Here you will see all the available 'Webhooks' for your account. Click 'Generate New Webhook' to create a new webhook if you have none already. A new window should appear. Paste the Tray.io URL into the destination URL field, and select which 'Notification' types you would like to trigger the workflow.

Make a note of these for later use.

braintree-setup-webhook

Once you have finished selecting these, scroll to the bottom of the page and select 'Create Webhook'.

braintree-create-webhook

Your new webhook should now be shown on the 'Webhooks' page in your Braintree dashboard.

To test whether your webhook has been set up correctly, select the 'Check URL' option within the Braintree webhook dashboard (to the right of the webhook, under the 'Actions' tab). A popup should appear with the message 'Success! Server responded with 200'.

braintree-test-webhook

Head back over to your Tray.io workflow and make sure your trigger is selected once more.

Select the 'Event types' you want your trigger to respond to, making sure to match them with the 'Notifications' that were selected during the online Braintree webhook setup, from earlier.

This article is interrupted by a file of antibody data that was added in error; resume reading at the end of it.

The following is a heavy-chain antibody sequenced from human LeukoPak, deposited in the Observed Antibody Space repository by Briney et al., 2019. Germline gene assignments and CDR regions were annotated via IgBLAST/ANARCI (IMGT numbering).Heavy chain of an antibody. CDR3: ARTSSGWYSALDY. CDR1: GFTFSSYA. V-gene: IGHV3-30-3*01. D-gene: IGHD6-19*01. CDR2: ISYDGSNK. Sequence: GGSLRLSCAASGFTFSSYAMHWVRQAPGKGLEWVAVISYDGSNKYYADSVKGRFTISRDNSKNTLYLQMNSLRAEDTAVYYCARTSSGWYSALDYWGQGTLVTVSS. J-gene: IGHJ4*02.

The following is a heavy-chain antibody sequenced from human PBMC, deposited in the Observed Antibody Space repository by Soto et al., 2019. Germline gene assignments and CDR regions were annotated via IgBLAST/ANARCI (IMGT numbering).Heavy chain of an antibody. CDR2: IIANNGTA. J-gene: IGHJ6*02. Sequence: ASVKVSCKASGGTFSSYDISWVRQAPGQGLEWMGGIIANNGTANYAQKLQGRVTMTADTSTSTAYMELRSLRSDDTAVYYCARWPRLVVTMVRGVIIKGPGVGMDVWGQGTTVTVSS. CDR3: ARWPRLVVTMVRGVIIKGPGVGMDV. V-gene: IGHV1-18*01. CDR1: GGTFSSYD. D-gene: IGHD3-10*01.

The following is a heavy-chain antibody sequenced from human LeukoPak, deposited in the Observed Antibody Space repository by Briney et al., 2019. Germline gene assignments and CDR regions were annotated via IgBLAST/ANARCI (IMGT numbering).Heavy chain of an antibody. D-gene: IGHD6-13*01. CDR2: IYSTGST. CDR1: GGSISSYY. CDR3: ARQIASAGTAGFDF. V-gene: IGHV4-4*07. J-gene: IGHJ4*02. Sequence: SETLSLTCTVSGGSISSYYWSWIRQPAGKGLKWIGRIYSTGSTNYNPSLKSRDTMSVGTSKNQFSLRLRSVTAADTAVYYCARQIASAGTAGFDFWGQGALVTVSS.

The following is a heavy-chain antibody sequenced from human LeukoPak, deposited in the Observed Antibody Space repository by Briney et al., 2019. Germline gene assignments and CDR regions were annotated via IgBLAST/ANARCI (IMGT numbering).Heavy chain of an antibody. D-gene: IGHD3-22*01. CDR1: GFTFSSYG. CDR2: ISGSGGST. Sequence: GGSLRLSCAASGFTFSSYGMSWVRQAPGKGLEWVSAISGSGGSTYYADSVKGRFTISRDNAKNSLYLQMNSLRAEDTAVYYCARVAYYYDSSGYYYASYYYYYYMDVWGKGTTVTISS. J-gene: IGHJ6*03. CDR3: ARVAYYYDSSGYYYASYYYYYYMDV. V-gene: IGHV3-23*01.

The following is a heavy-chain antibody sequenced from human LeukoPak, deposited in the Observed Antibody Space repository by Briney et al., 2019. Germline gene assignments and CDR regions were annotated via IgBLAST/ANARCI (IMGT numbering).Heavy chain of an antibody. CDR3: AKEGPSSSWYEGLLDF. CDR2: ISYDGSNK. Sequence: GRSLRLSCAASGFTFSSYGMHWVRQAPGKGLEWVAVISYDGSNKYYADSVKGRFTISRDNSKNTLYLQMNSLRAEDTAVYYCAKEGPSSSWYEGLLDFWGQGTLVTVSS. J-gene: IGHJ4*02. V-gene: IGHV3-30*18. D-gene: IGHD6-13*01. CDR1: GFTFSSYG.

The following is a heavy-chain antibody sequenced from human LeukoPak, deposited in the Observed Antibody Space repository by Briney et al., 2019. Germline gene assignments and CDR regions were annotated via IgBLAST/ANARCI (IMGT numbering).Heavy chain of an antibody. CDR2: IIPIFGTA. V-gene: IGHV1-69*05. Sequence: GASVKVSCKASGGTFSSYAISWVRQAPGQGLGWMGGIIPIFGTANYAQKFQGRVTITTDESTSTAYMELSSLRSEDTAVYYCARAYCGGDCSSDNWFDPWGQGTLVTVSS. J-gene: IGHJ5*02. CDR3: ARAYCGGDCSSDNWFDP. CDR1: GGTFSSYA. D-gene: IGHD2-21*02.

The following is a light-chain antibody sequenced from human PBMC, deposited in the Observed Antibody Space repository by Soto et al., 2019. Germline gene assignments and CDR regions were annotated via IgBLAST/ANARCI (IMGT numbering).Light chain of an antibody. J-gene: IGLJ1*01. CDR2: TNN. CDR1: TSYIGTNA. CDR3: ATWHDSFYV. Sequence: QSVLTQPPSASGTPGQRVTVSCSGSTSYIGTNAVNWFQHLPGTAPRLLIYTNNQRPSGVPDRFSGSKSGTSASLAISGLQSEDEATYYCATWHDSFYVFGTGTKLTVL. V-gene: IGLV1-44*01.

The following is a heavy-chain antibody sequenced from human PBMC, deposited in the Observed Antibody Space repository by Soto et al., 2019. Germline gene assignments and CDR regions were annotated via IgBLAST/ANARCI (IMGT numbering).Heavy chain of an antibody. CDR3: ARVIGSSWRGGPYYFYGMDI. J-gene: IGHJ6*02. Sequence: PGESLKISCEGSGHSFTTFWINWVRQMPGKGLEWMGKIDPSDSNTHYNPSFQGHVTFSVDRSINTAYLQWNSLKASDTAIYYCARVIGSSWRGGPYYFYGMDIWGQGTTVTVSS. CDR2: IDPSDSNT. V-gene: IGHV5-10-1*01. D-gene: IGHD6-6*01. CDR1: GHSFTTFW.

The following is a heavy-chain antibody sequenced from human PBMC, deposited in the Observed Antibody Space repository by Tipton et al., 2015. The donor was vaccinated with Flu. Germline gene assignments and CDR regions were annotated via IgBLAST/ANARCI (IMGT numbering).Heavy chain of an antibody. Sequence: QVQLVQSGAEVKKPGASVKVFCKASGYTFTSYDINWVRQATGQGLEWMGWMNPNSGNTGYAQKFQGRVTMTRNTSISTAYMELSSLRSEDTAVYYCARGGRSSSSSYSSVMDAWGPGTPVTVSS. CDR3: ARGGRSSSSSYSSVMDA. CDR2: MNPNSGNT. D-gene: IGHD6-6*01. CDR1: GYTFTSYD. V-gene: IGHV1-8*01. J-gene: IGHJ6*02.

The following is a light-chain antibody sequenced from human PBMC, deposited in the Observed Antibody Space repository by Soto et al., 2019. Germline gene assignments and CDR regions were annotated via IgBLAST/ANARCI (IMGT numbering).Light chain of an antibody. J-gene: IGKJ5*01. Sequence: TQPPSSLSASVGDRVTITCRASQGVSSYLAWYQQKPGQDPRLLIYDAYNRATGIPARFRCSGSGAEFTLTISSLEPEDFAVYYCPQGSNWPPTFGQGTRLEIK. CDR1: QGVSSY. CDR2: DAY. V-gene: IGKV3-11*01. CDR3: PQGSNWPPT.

IMPORTANT!: Changing the ‘Event types’ within your Tray.io Braintree properties panel will notimpact which ‘Notifications’ trigger the workflow.

The Braintree trigger, only responds to the 'Notifications' setup within the Braintree webhook setup page - which are in effect Braintree terminology for Tray.io 'Event types'.

The event types listed within your Braintree trigger properties panel however only dictate the output schema that your trigger will generate - which is based off the Braintree webhook request itself. For more details on output schema and the like, see our jsonpath shortcuts

braintree-webhook-final

Make sure to check the output within the Debug panel, in order to test the setup. Select Debug at the top of the workflow builder. You should be able to choose one of workflow runs and select a log step to see your output.